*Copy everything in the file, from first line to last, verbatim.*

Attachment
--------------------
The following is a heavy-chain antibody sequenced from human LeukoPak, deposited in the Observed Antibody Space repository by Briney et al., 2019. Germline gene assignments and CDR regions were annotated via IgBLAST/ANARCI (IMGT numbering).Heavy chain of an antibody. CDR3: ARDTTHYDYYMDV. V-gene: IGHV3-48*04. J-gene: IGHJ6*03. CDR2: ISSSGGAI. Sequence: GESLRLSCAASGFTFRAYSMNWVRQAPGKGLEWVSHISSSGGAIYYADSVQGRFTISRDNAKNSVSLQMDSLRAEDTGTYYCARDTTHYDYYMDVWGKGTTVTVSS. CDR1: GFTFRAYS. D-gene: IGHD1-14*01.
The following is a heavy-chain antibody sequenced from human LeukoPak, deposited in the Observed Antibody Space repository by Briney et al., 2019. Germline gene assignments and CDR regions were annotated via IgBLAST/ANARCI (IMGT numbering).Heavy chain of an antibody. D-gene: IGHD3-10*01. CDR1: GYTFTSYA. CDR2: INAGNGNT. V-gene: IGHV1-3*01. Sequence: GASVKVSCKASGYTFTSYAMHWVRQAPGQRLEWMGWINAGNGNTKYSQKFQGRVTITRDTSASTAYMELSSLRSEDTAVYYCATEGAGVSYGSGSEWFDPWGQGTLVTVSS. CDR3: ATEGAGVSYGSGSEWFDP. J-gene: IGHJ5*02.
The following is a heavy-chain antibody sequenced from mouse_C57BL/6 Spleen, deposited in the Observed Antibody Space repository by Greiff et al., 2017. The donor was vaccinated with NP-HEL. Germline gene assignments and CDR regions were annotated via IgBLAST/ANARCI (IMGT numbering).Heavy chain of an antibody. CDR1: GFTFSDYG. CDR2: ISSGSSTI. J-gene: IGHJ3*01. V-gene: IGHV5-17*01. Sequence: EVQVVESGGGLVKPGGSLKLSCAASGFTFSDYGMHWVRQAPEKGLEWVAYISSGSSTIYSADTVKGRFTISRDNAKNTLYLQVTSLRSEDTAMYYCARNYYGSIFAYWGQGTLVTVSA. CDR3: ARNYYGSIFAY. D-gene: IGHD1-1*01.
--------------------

The following is a heavy-chain antibody sequenced from human LeukoPak, deposited in the Observed Antibody Space repository by Briney et al., 2019. Germline gene assignments and CDR regions were annotated via IgBLAST/ANARCI (IMGT numbering).Heavy chain of an antibody. CDR3: ARDTTHYDYYMDV. V-gene: IGHV3-48*04. J-gene: IGHJ6*03. CDR2: ISSSGGAI. Sequence: GESLRLSCAASGFTFRAYSMNWVRQAPGKGLEWVSHISSSGGAIYYADSVQGRFTISRDNAKNSVSLQMDSLRAEDTGTYYCARDTTHYDYYMDVWGKGTTVTVSS. CDR1: GFTFRAYS. D-gene: IGHD1-14*01.
The following is a heavy-chain antibody sequenced from human LeukoPak, deposited in the Observed Antibody Space repository by Briney et al., 2019. Germline gene assignments and CDR regions were annotated via IgBLAST/ANARCI (IMGT numbering).Heavy chain of an antibody. D-gene: IGHD3-10*01. CDR1: GYTFTSYA. CDR2: INAGNGNT. V-gene: IGHV1-3*01. Sequence: GASVKVSCKASGYTFTSYAMHWVRQAPGQRLEWMGWINAGNGNTKYSQKFQGRVTITRDTSASTAYMELSSLRSEDTAVYYCATEGAGVSYGSGSEWFDPWGQGTLVTVSS. CDR3: ATEGAGVSYGSGSEWFDP. J-gene: IGHJ5*02.
The following is a heavy-chain antibody sequenced from mouse_C57BL/6 Spleen, deposited in the Observed Antibody Space repository by Greiff et al., 2017. The donor was vaccinated with NP-HEL. Germline gene assignments and CDR regions were annotated via IgBLAST/ANARCI (IMGT numbering).Heavy chain of an antibody. CDR1: GFTFSDYG. CDR2: ISSGSSTI. J-gene: IGHJ3*01. V-gene: IGHV5-17*01. Sequence: EVQVVESGGGLVKPGGSLKLSCAASGFTFSDYGMHWVRQAPEKGLEWVAYISSGSSTIYSADTVKGRFTISRDNAKNTLYLQVTSLRSEDTAMYYCARNYYGSIFAYWGQGTLVTVSA. CDR3: ARNYYGSIFAY. D-gene: IGHD1-1*01.